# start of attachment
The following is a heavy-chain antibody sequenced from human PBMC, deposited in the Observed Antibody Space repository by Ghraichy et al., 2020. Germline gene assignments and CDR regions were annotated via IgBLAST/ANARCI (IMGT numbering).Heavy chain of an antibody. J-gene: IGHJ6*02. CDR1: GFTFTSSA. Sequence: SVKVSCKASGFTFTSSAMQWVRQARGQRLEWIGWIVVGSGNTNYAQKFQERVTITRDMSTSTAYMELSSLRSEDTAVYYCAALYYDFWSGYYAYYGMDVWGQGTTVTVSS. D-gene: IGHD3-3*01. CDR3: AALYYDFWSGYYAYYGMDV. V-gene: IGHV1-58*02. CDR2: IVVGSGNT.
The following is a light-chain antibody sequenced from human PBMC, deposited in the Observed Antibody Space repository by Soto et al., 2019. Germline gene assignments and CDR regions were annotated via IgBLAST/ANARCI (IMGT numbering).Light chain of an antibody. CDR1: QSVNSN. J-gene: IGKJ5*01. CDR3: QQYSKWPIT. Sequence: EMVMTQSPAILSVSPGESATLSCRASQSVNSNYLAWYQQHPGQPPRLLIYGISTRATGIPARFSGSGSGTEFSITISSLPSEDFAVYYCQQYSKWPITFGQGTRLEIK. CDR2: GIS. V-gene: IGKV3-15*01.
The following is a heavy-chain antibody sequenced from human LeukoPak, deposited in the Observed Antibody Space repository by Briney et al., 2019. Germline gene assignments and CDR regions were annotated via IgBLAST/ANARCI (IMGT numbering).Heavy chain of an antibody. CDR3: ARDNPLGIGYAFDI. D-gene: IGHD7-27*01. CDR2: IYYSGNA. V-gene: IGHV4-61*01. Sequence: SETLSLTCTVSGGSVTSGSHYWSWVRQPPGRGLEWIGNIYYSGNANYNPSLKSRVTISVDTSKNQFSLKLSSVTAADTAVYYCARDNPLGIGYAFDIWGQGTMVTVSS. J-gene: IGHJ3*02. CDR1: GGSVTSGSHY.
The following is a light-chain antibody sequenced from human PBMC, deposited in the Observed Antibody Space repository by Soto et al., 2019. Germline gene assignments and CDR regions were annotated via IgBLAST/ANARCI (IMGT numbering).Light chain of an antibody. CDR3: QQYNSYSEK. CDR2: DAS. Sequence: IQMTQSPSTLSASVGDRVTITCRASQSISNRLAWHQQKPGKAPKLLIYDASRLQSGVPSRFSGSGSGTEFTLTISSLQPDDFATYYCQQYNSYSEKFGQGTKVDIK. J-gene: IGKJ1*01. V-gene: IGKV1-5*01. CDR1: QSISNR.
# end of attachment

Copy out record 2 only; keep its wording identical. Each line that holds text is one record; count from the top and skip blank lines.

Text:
The following is a light-chain antibody sequenced from human PBMC, deposited in the Observed Antibody Space repository by Soto et al., 2019. Germline gene assignments and CDR regions were annotated via IgBLAST/ANARCI (IMGT numbering).Light chain of an antibody. CDR1: QSVNSN. J-gene: IGKJ5*01. CDR3: QQYSKWPIT. Sequence: EMVMTQSPAILSVSPGESATLSCRASQSVNSNYLAWYQQHPGQPPRLLIYGISTRATGIPARFSGSGSGTEFSITISSLPSEDFAVYYCQQYSKWPITFGQGTRLEIK. CDR2: GIS. V-gene: IGKV3-15*01.